It makes me wonder, is the Fox news team really so deluded that they think anyone actually gives a flying flip about that crap? Or are they so hungry for air time that it's crossed over into some scary sort of mental disorder that will cause them to grasp at even more desperate straws when this case is finally over? Does it feed their ego deficits to feel that they are more powerful than poor Judge Mathis and able to knock him off the air at their whim?

Even as a mental health professional, I have a hard time making sense of it. We're back to the court shows now, and I'm a little uneasy because I'm afraid that Casey might pick her nose or bite her fingernail and I won't know about it. Silly me, I'm watching Fox Orlando...they would never deprive me of news of that magnitude!

Sunday, August 03, 2008

A Recurring Dream

The Year of a Millions Dreams at Disney World became a recurring dream for hubby and I today. Last month we won Dream Fastpasses at Disney Hollywood Studio in the One Man's Dream exhibit, and in June on a solo visit I won a Dream Fastpass at Soarin'. Today we went over to Animal Kingdom, planning to do a safari and grab a few Single Rider runs on Expedition Everest. If the crowds were thin enough, we figured we'd do Dinosaur too. Then lunch at Yak and Yeti and we'd be out by a little after noon. Little did we know that we were about to have a recurring dream.

We arrived shortly after rope drop (I like to let the crowd disperse a bit) and headed to the safari ride to get a Fastpass. Then we figured we'd kill time on Primeval Whirl, since it rarely has a line in the morning, till it was time for another Fastpass. We'd get one for Dinosaur, then trek over to Everest. After some roller coastering, we'd do the safari with our first FP, have lunch, do Dinosaur with the second one, and then bail.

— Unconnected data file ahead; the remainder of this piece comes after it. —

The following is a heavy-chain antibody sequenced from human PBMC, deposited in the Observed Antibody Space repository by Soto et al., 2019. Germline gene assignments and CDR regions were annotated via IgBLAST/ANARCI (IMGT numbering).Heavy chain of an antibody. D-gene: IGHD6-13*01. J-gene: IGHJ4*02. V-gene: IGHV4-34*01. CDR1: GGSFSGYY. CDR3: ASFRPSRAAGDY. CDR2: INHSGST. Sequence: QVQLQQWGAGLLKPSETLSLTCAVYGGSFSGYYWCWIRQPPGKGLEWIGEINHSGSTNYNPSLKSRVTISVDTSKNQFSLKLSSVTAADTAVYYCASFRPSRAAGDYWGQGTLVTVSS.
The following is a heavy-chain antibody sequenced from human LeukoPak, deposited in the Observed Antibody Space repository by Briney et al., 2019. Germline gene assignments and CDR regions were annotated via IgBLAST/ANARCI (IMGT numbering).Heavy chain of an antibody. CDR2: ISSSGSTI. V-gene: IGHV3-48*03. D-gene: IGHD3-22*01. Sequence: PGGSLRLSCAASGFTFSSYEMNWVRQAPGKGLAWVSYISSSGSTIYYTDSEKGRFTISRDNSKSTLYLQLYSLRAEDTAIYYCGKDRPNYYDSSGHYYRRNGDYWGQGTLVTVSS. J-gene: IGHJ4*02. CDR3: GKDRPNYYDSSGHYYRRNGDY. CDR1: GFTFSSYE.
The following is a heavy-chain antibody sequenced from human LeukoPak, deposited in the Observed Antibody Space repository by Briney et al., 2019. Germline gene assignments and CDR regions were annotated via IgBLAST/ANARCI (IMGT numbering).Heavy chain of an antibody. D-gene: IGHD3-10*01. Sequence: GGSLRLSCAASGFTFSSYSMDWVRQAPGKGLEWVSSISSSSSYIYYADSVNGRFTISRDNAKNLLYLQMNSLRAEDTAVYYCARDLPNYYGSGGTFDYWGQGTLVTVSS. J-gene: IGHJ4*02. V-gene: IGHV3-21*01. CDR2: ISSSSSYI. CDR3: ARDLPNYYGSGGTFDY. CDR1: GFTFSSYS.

Primeval Whirl is the world's wickedest wild mouse coaster/tilt-a-whirl combination. Just as we'd suspected, there was no wait. I approached it somewhat apprehensively, since massive spinning sometimes gives me a whanging headache. I didn't have any after effects last time I rode it, so I was hoping that my resistance was building.

Each ride is different, depending on the weight distribution in the car. On our ride, the spinning was so mild that I agreed to do it again. The next time around, it was the Spinning Ride From Hell! Somehow we were perfectly space so that it whipped wildly in a circular frenzy. Even when it finally stopped, my head still felt like it was spinning. Fortunately it wore off quickly, with no headache after effects. That ride looks deceptively simple, but it has a wicked bite.

Since it was time to get another Fastpass, we started on our way to Dinosaur. As we passed Triceratops Whirl (basically the Dumbo ride with dinosaurs instead of elephants), hubby noticed there was literally no wait. We'd never ridden it before, so he suggested, "Let's do it" and I figured "What the heck?" That turned out to be a very good move!